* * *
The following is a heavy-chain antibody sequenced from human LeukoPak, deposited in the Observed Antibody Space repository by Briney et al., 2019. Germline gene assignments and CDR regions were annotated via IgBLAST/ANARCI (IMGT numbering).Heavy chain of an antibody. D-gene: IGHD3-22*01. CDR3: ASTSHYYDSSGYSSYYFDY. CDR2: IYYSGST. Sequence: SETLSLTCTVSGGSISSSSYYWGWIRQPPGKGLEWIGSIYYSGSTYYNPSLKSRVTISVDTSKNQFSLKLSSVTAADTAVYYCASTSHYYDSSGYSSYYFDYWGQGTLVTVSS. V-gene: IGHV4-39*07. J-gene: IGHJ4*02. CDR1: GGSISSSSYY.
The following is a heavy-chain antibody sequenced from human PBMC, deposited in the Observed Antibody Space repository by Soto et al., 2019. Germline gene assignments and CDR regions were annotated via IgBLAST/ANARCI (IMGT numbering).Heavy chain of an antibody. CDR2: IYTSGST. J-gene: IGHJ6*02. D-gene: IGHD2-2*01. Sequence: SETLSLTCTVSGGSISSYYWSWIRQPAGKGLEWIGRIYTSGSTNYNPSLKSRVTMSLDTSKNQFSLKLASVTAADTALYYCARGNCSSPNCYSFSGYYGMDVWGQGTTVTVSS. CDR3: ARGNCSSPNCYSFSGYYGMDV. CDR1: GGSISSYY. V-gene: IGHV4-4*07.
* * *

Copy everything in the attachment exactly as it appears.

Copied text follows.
The following is a heavy-chain antibody sequenced from human LeukoPak, deposited in the Observed Antibody Space repository by Briney et al., 2019. Germline gene assignments and CDR regions were annotated via IgBLAST/ANARCI (IMGT numbering).Heavy chain of an antibody. D-gene: IGHD3-22*01. CDR3: ASTSHYYDSSGYSSYYFDY. CDR2: IYYSGST. Sequence: SETLSLTCTVSGGSISSSSYYWGWIRQPPGKGLEWIGSIYYSGSTYYNPSLKSRVTISVDTSKNQFSLKLSSVTAADTAVYYCASTSHYYDSSGYSSYYFDYWGQGTLVTVSS. V-gene: IGHV4-39*07. J-gene: IGHJ4*02. CDR1: GGSISSSSYY.
The following is a heavy-chain antibody sequenced from human PBMC, deposited in the Observed Antibody Space repository by Soto et al., 2019. Germline gene assignments and CDR regions were annotated via IgBLAST/ANARCI (IMGT numbering).Heavy chain of an antibody. CDR2: IYTSGST. J-gene: IGHJ6*02. D-gene: IGHD2-2*01. Sequence: SETLSLTCTVSGGSISSYYWSWIRQPAGKGLEWIGRIYTSGSTNYNPSLKSRVTMSLDTSKNQFSLKLASVTAADTALYYCARGNCSSPNCYSFSGYYGMDVWGQGTTVTVSS. CDR3: ARGNCSSPNCYSFSGYYGMDV. CDR1: GGSISSYY. V-gene: IGHV4-4*07.